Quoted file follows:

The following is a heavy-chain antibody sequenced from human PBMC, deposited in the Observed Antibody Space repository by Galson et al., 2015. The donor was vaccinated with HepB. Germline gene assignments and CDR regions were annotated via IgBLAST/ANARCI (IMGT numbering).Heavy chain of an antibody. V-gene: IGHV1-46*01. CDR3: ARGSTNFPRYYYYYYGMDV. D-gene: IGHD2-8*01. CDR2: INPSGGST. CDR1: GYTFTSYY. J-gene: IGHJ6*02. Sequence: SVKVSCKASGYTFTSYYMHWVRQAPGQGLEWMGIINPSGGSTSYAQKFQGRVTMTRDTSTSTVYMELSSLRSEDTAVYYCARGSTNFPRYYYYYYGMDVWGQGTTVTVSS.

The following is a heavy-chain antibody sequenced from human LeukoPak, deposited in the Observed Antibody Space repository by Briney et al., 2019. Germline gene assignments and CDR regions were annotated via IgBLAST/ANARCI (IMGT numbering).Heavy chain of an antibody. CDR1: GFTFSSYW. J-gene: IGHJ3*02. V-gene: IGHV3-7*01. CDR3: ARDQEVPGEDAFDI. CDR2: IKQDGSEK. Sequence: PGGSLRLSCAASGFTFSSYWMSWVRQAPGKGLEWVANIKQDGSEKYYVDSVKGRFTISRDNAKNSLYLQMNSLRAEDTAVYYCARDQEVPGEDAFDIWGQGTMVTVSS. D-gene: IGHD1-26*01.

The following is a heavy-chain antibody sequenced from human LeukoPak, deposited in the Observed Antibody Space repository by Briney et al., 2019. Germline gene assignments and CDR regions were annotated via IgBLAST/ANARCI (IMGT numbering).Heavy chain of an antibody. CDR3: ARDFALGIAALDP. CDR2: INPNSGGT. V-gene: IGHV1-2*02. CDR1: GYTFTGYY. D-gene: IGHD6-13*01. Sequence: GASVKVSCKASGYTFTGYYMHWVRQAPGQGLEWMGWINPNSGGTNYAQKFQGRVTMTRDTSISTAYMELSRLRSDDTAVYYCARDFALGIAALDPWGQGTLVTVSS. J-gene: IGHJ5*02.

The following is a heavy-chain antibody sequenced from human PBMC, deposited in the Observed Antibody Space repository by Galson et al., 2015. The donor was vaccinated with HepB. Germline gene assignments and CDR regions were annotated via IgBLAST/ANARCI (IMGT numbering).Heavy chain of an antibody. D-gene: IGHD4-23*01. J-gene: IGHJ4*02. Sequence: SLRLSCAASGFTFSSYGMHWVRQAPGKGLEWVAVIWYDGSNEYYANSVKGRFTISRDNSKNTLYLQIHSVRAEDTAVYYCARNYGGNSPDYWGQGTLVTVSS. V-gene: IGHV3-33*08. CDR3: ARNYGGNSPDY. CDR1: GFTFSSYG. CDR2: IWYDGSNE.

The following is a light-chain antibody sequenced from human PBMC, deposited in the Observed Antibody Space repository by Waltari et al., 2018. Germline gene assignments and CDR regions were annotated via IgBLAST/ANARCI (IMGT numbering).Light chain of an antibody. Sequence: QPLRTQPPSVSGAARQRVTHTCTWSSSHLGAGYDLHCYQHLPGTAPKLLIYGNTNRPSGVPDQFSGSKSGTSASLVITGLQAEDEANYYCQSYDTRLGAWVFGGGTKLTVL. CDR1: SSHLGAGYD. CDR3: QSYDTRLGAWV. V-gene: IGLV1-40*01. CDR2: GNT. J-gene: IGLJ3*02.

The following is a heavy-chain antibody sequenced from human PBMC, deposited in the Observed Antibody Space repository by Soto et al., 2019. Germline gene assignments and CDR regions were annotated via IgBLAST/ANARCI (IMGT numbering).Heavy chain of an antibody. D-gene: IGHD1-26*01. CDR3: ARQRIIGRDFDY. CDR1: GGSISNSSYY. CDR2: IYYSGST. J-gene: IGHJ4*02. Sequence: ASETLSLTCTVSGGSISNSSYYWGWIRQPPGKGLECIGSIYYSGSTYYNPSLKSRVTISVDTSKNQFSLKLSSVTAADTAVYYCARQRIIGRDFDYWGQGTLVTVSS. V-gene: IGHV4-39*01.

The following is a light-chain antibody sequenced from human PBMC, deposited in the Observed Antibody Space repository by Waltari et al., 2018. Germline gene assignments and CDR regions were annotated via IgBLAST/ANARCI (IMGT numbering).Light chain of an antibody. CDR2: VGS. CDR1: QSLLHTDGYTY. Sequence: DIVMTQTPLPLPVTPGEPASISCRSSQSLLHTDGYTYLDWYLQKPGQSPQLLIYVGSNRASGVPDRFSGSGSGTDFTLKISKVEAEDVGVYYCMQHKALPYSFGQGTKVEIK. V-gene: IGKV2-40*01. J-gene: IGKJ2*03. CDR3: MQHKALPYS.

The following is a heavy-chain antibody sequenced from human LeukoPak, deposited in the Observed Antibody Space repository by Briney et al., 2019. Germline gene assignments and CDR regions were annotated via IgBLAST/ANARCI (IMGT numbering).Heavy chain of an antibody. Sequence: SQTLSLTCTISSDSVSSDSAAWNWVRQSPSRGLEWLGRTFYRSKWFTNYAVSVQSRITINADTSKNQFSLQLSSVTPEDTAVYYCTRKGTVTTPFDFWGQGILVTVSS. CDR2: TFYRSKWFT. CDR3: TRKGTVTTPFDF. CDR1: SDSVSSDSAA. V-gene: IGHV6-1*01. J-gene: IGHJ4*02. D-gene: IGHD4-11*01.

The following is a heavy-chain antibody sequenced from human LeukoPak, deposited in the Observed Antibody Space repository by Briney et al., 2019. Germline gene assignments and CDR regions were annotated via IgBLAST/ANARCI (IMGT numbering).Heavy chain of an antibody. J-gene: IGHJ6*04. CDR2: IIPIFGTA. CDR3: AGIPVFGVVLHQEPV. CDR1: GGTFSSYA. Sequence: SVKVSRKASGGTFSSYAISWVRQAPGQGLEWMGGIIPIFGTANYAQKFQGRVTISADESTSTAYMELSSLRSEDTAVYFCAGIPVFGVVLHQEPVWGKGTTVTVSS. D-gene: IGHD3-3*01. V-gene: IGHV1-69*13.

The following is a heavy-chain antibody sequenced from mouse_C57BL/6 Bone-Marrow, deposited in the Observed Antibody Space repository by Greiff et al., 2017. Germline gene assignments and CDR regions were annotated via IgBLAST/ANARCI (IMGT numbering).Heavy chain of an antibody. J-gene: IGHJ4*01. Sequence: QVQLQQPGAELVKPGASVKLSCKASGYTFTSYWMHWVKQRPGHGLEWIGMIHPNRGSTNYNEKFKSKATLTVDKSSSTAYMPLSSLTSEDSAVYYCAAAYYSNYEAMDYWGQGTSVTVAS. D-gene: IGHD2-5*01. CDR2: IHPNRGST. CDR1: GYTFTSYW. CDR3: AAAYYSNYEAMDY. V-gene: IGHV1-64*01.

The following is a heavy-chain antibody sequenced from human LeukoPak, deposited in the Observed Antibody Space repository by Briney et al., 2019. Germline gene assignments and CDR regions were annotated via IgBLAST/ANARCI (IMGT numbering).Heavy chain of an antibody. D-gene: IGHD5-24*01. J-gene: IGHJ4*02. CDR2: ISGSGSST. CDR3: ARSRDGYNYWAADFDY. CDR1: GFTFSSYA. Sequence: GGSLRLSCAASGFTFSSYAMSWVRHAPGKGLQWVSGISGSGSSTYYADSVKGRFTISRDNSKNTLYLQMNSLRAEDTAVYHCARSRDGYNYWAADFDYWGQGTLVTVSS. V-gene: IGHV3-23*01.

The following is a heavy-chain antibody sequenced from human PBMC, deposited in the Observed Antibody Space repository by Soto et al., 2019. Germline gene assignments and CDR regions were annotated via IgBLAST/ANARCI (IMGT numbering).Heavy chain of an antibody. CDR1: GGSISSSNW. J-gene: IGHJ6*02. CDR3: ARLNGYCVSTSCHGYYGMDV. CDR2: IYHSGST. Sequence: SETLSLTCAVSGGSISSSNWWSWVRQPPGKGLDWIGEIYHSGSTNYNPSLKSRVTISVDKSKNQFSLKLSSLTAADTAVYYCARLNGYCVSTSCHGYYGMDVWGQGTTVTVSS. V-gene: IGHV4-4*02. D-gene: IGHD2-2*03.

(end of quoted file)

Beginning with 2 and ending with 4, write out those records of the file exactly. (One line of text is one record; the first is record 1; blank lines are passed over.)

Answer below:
The following is a heavy-chain antibody sequenced from human LeukoPak, deposited in the Observed Antibody Space repository by Briney et al., 2019. Germline gene assignments and CDR regions were annotated via IgBLAST/ANARCI (IMGT numbering).Heavy chain of an antibody. CDR1: GFTFSSYW. J-gene: IGHJ3*02. V-gene: IGHV3-7*01. CDR3: ARDQEVPGEDAFDI. CDR2: IKQDGSEK. Sequence: PGGSLRLSCAASGFTFSSYWMSWVRQAPGKGLEWVANIKQDGSEKYYVDSVKGRFTISRDNAKNSLYLQMNSLRAEDTAVYYCARDQEVPGEDAFDIWGQGTMVTVSS. D-gene: IGHD1-26*01.

The following is a heavy-chain antibody sequenced from human LeukoPak, deposited in the Observed Antibody Space repository by Briney et al., 2019. Germline gene assignments and CDR regions were annotated via IgBLAST/ANARCI (IMGT numbering).Heavy chain of an antibody. CDR3: ARDFALGIAALDP. CDR2: INPNSGGT. V-gene: IGHV1-2*02. CDR1: GYTFTGYY. D-gene: IGHD6-13*01. Sequence: GASVKVSCKASGYTFTGYYMHWVRQAPGQGLEWMGWINPNSGGTNYAQKFQGRVTMTRDTSISTAYMELSRLRSDDTAVYYCARDFALGIAALDPWGQGTLVTVSS. J-gene: IGHJ5*02.

The following is a heavy-chain antibody sequenced from human PBMC, deposited in the Observed Antibody Space repository by Galson et al., 2015. The donor was vaccinated with HepB. Germline gene assignments and CDR regions were annotated via IgBLAST/ANARCI (IMGT numbering).Heavy chain of an antibody. D-gene: IGHD4-23*01. J-gene: IGHJ4*02. Sequence: SLRLSCAASGFTFSSYGMHWVRQAPGKGLEWVAVIWYDGSNEYYANSVKGRFTISRDNSKNTLYLQIHSVRAEDTAVYYCARNYGGNSPDYWGQGTLVTVSS. V-gene: IGHV3-33*08. CDR3: ARNYGGNSPDY. CDR1: GFTFSSYG. CDR2: IWYDGSNE.